San Diego Bankruptcy Lawyer
The COVID-19 pandemic has caused a rapid increase in unemployment. In just one month, San Diego's unemployment rate soared from 4% to 27%. While some employees have returned to work, many jobs have been eliminated.
For most working families, unemployment compensation is a poor substitute for wages. The 10% of San Diego workers who earn income from the gig economy are often ineligible for unemployment benefits. Inadequate income leads to a debt crisis.
Unemployed homeowners are wondering how to make their mortgage and car loan payments. Small businesses are closing their doors, leaving business owners with a stack of unpaid bills. Bill collectors from medical providers and credit card companies add to the stress of families burdened by crushing debt.
Bankruptcy offers debt relief solutions for individuals and small business owners in San Diego. People who have a reliable source of income can often save their homes and vehicles by filing a chapter 13 debt repayment plan. Small business owners who are ready to abandon a failed business, individuals with no steady income, and debtors who don't own a home might opt to wipe out their debt with a chapter 7 bankruptcy.
Attorney Michael Rehm can help San Diego residents find a solution to their debt problems. Planning in advance can help a debtor maximize the benefit of filing either a Chapter 7 or a Chapter 13 bankruptcy.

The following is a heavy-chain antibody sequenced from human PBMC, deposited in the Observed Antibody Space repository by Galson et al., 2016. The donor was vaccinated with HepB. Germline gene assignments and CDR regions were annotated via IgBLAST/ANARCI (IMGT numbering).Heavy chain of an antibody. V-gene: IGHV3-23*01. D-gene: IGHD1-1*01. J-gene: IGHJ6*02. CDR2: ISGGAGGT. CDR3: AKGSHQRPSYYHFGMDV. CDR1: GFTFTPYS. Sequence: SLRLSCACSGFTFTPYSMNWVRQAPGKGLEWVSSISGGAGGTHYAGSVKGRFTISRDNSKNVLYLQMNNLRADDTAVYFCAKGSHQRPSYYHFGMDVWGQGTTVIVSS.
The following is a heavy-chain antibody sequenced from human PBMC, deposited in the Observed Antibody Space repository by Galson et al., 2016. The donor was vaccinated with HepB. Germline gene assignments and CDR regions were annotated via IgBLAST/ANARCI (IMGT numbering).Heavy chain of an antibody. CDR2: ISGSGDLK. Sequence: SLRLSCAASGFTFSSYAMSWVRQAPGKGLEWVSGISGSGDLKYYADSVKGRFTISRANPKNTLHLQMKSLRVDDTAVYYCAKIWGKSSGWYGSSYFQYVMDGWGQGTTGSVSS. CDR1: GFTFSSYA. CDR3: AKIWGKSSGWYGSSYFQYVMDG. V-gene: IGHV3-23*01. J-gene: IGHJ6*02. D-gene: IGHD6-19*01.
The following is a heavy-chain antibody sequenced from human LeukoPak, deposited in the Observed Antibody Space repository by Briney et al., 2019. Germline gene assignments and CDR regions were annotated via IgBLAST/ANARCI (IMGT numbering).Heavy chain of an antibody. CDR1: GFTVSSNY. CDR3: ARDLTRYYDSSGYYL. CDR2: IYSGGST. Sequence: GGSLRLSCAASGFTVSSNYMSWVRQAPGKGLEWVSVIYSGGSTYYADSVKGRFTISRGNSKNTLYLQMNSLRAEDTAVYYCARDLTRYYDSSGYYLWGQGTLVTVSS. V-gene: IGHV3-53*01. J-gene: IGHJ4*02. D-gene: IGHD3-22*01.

Avoid a San Diego Foreclosure with a Chapter 13 Bankruptcy
Homeowners who have missed too many mortgage payments are at risk of foreclosure. Individuals who miss car loan payments are at risk of repossession. Fortunately, debtors who have a regular source of income, including unemployment compensation, may be able to save their secured property with a chapter 13 plan.
Debtors who file a Chapter 13 bankruptcy make a budget that covers their monthly expenses, including their current payments to secured creditors. Payments to credit card companies, healthcare providers, and other unsecured creditors are excluded from the budget. Monthly income in excess of the budget is used to catch up on delinquent payments to secured creditors.
When the Chapter 13 bankruptcy is filed, foreclosures and repossessions must cease. At the end of a three-to-five-year period, debtors are current on their secured debt. Most unsecured debt is wiped out. Debtors may also be entitled to avoid eviction if they file the bankruptcy before eviction proceedings begin.
Put an End to Debt Collection in San Diego with a Chapter 7 Bankruptcy
With the exception of child support and a few other debts that cannot be discharged, a Chapter 7 bankruptcy wipes out all debt. A Chapter 7 bankruptcy is available to most debtors who have below-average incomes.
Debtors who file under Chapter 7 must surrender secured property, but if the lender sells the property for less than the amount the debtor owes, the debtor is not held responsible for paying the deficiency. When homes lose value in a recession, Chapter 7 protects debtors from deficiency judgments.
Debtors must also surrender property of unusual value to the bankruptcy trustee, even if has not been used to secure a debt. Most property, however, is exempt and will be retained by the debtor after debts are discharged.
To learn whether a Chapter 7 or Chapter 13 bankruptcy provides the best debt relief solution for you, contact San Diego Bankruptcy Attorney Michael Rehm at (619) 787-3456.
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